Latest Public Sector News


Calls for next government to set out ‘serious’ early action plans

The next Government has been called on to put an early action plan approach at the centre of work undertaken during the first 100 days in office or risk the future of important public services. 

The call comes from a new collection of essays by respected thinkers, advisers and commentators, which set out practical steps for the next government to take as it inherits a situation of escalating need and diminishing resource, with public expenditure cuts forecast into at least the next four years. 

Published by the Community Links led Early Action Task Force, the ‘One Hundred Days for Early Action: Time for Government to put prevention first’ report argues for a revolutionary new approach both in Whitehall and among service providers. 

For instance, Dan Corry, chief executive of think tank New Philanthropy Capital (NPC), calls for Whitehall to publish a ten-year analysis of spending and outcomes for all new proposals to cut or increase public expenditure; increase the proportion of public expenditure on early action and prevention by a minimum of 0.5% each year (potentially reaching 8.5% public spending by 2020); and open both these approaches to parliamentary scrutiny, via select committees and an annual White Paper.

He said: “The next government really needs to ramp-up its commitment to early action, starting on day one. But it needs the early action sector to play its role too. 

“We have heard rather a lot from organisations, including many charities, along the lines that “one pound now will save this much extra money later on”. But without data to back it up, these numbers are pretty meaningless.” 

Other contributors to the report focus on new government programmes for practical early action. Professor Richard Layard recommends a ‘new deal for parents and children’ including Schools for Life, support for parents, greater support for young people and children with mental health problems and the re-introduction of the job guarantee and apprenticeship guarantee. Professor Anne Power proposes a Troubled Youth programme learning from the Troubled Families initiative. 

David Robinson, chair of the Task Force, said: “The political response used to date – where acute services are prioritised at the expense of earlier action – is unsustainable. The case for change is stark – the public sector was designed to deliver reactive, acute services, targeted on occasional, exceptional need.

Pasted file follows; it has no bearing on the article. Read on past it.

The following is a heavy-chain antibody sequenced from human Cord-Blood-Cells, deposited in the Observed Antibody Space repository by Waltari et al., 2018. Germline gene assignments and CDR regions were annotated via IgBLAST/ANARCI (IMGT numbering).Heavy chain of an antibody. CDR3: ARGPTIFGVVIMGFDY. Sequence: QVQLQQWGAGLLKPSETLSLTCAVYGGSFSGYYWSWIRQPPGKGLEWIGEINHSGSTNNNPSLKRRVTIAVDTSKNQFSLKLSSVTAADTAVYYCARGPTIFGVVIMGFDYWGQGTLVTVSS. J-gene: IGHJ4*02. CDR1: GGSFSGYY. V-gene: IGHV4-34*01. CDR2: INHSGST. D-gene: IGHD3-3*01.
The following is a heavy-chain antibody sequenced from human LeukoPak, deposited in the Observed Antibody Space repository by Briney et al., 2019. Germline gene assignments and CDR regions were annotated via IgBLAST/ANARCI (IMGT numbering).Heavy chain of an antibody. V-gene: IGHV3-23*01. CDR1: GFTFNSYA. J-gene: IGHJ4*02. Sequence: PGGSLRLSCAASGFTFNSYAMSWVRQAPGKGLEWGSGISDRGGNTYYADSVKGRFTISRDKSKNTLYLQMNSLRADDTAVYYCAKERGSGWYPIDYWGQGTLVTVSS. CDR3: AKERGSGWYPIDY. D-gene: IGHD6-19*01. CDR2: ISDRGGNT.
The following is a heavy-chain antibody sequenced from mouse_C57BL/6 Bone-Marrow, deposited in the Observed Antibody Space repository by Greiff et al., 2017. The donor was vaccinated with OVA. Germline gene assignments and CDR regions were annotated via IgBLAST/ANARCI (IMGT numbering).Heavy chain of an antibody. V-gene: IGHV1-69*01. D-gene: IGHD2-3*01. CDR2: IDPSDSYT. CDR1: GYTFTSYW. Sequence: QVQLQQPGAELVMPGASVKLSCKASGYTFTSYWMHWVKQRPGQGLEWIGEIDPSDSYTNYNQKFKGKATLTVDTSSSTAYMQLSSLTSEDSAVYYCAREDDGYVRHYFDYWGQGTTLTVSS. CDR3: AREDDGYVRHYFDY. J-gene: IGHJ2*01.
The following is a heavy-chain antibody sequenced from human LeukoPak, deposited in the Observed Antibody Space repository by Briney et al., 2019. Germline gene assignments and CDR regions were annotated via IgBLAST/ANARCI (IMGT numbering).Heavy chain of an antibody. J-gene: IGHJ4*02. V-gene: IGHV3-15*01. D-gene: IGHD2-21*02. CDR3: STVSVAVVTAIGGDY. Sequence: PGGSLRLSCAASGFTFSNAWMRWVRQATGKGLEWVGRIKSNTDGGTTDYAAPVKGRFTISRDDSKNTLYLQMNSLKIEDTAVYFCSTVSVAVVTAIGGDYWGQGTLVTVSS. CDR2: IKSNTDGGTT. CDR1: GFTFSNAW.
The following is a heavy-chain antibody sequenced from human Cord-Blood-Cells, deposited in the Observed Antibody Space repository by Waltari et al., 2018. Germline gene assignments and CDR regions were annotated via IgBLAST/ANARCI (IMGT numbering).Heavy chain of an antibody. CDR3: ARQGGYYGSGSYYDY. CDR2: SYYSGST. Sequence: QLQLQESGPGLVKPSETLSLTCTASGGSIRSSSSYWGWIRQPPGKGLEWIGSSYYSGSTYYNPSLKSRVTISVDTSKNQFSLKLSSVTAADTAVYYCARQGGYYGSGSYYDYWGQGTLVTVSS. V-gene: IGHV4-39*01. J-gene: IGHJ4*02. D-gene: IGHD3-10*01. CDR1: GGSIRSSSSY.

“The need is now neither occasional nor exceptional: more and more people need more and more help. The demand for acute public services is rising but the money to pay for them just isn’t there.” 

He added that the support which has been expressed by the three main political parties for the principle of early action isn’t enough – it’s time for all political leaders to commit to adopting a preventative approach in their manifesto promises and then turn those words into action in government. 

Tell us what you think – have your say below or email [email protected]


There are no comments. Why not be the first?

Add your comment

public sector executive tv

more videos >

last word

Prevention: Investing for the future

Prevention: Investing for the future

Rob Whiteman, CEO at the Chartered Institute of Public Finance (CIPFA), discusses the benefits of long-term preventative investment. Rising demand, reducing resource – this has been the r more > more last word articles >

public sector focus

View all News


Peter Kyle MP: It’s time to say thank you this Public Service Day

21/06/2019Peter Kyle MP: It’s time to say thank you this Public Service Day

Taking time to say thank you is one of the hidden pillars of a society. Bei... more >
How community-led initiatives can help save the housing shortage

19/06/2019How community-led initiatives can help save the housing shortage

Tom Chance, director at the National Community Land Trust Network, argues t... more >


Artificial intelligence: the devil is in the data

17/12/2018Artificial intelligence: the devil is in the data

It’s no secret that the public sector and its service providers need ... more >